“When this all started, I expected everything to go into freefall, but it seems to be far more robust than I expected,” she says.
Conisbee adds, the effects of the pandemic are complicated and there will be winners and losers.
“There seems to be a lot of blanket statements out there about what’s happening in the property market and how it’s all bad,” she says. “But the reality is, we’re seeing a lot of difference across Australia in terms of how property is being viewed. Some markets seem to be far worse impacted than others.”
Search results for off-the-plan homes dipped through the latter half of March after social distancing restrictions kicked in, but even accounting for the drop in activity, the results are a positive indicator of the sector’s resilience.
Conisbee says the rebound in weekly search activity is in line with broader consumer sentiment data.
“ANZ released their consumer sentiment and that picked up as well last week,” she says.
“What I think is happening is people are obviously not feeling great, overall, about things. But there was a lot of stimulus announced last week. That third level announced by the government last week seems to have made people feel more confident.”
Buyers still active in Sydney
Metrics used to measure buyer engagement, interest and interaction with new home projects at realestate.com.au have also shown strength in many markets across the country, especially in Sydney.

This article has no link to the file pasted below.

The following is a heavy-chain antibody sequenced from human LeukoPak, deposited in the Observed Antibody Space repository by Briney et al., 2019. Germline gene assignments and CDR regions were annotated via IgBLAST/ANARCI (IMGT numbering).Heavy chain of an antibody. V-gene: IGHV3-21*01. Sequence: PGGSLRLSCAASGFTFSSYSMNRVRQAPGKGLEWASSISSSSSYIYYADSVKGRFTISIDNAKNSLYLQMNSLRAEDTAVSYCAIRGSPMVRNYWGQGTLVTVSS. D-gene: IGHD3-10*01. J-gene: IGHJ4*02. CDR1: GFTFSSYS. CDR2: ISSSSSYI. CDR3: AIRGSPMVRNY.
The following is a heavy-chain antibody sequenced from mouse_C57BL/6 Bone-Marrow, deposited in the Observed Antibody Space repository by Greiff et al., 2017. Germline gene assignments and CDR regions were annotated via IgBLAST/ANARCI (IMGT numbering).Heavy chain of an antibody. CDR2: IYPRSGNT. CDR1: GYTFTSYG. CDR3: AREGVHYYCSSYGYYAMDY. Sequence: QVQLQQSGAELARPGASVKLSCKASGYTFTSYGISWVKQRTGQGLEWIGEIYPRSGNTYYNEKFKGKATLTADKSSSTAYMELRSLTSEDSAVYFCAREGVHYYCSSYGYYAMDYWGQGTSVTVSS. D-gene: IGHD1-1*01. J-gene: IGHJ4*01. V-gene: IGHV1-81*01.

Sydney house and land was showing a lot strength before the pandemic kicked in, but through March leads per listing in Sydney were up 35% for apartments and 66% per land estates, which Conisbee describes as “incredible.”
Director of sales and marketing at Thirdi Group, Luke Berry, says despite the challenges in the current market, his group is still planning to launch new projects, lodge Development Approvals and make sales in Sydney.
“If I was to compare this quarter to the same last year, we’re doing better, which is amazing with the corona cloud,” says Berry. “I think if you have good projects in good areas, they are always going to be supported.”
Last weekend, a $2.2 million sale was made at Thirdi’s Gentry Alexandria project at 29-41 William Street in Alexandria. Berry says the project, which only has five apartments left, has conducted an average of 11 private tours over the past month with a similar number lined up for the next fortnight.
Berry adds, the property’s target market is owner-occupiers who are making long-term lifestyle-driven purchasers. He suggests this demographic is a bit more insulated to the financial impact of the crisis than other buying groups, such as investors.
“We’re in this weird little bubble where things aren’t too bad,” he says. “I’m definitely having to do deals, but I’m not compromising the value of the project. I think that’s a combination of timing, good luck and the right product,” he says.
Online engagement a key
The use of digital tools has been a key factor in off-the-plan projects continuing to appeal to buyers, according to Berry.
“We’ve had to innovate and really use our social media platforms,” he says. “We’re working really hard on video content and engaging with buyers through our site.”
Conisbee believes the sector’s embrace of digital tools, such as virtual inspections, are a factor in its relative strength compared to the established property market.
“Where developers have an edge is, when you’re selling a new home you’re selling something that doesn’t exist with great graphics, videos or 3D,” she says. “It’s very different to an existing home where people would typically come and walk around the property.”